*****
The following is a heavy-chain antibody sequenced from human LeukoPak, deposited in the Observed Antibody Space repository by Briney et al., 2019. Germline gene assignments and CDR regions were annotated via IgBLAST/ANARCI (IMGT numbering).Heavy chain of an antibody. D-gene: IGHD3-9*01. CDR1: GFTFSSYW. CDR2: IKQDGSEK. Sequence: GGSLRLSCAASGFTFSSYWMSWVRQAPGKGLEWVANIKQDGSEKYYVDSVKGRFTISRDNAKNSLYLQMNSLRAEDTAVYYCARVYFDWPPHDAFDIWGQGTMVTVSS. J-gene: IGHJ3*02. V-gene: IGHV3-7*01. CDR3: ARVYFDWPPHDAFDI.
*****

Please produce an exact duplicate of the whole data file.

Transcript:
The following is a heavy-chain antibody sequenced from human LeukoPak, deposited in the Observed Antibody Space repository by Briney et al., 2019. Germline gene assignments and CDR regions were annotated via IgBLAST/ANARCI (IMGT numbering).Heavy chain of an antibody. D-gene: IGHD3-9*01. CDR1: GFTFSSYW. CDR2: IKQDGSEK. Sequence: GGSLRLSCAASGFTFSSYWMSWVRQAPGKGLEWVANIKQDGSEKYYVDSVKGRFTISRDNAKNSLYLQMNSLRAEDTAVYYCARVYFDWPPHDAFDIWGQGTMVTVSS. J-gene: IGHJ3*02. V-gene: IGHV3-7*01. CDR3: ARVYFDWPPHDAFDI.